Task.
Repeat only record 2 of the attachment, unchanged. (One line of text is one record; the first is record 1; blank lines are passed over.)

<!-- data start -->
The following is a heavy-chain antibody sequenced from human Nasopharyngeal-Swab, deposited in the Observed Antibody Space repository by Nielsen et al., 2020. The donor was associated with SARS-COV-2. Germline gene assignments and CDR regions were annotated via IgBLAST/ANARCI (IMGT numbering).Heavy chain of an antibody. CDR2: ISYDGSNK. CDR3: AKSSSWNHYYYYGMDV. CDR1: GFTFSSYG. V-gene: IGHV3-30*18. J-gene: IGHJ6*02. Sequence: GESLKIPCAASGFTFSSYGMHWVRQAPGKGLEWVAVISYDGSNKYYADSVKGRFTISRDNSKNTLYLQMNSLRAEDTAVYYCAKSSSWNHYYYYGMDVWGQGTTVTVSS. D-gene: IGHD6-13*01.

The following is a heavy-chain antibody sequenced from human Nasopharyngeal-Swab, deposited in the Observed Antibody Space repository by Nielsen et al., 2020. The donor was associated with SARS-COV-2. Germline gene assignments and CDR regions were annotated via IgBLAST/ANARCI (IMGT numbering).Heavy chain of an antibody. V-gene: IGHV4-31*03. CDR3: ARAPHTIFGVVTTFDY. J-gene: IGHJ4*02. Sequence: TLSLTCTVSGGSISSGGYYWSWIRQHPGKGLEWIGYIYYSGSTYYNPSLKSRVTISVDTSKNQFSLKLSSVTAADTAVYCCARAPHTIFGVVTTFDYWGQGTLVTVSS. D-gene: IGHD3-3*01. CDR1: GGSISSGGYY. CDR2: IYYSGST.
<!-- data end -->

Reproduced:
The following is a heavy-chain antibody sequenced from human Nasopharyngeal-Swab, deposited in the Observed Antibody Space repository by Nielsen et al., 2020. The donor was associated with SARS-COV-2. Germline gene assignments and CDR regions were annotated via IgBLAST/ANARCI (IMGT numbering).Heavy chain of an antibody. V-gene: IGHV4-31*03. CDR3: ARAPHTIFGVVTTFDY. J-gene: IGHJ4*02. Sequence: TLSLTCTVSGGSISSGGYYWSWIRQHPGKGLEWIGYIYYSGSTYYNPSLKSRVTISVDTSKNQFSLKLSSVTAADTAVYCCARAPHTIFGVVTTFDYWGQGTLVTVSS. D-gene: IGHD3-3*01. CDR1: GGSISSGGYY. CDR2: IYYSGST.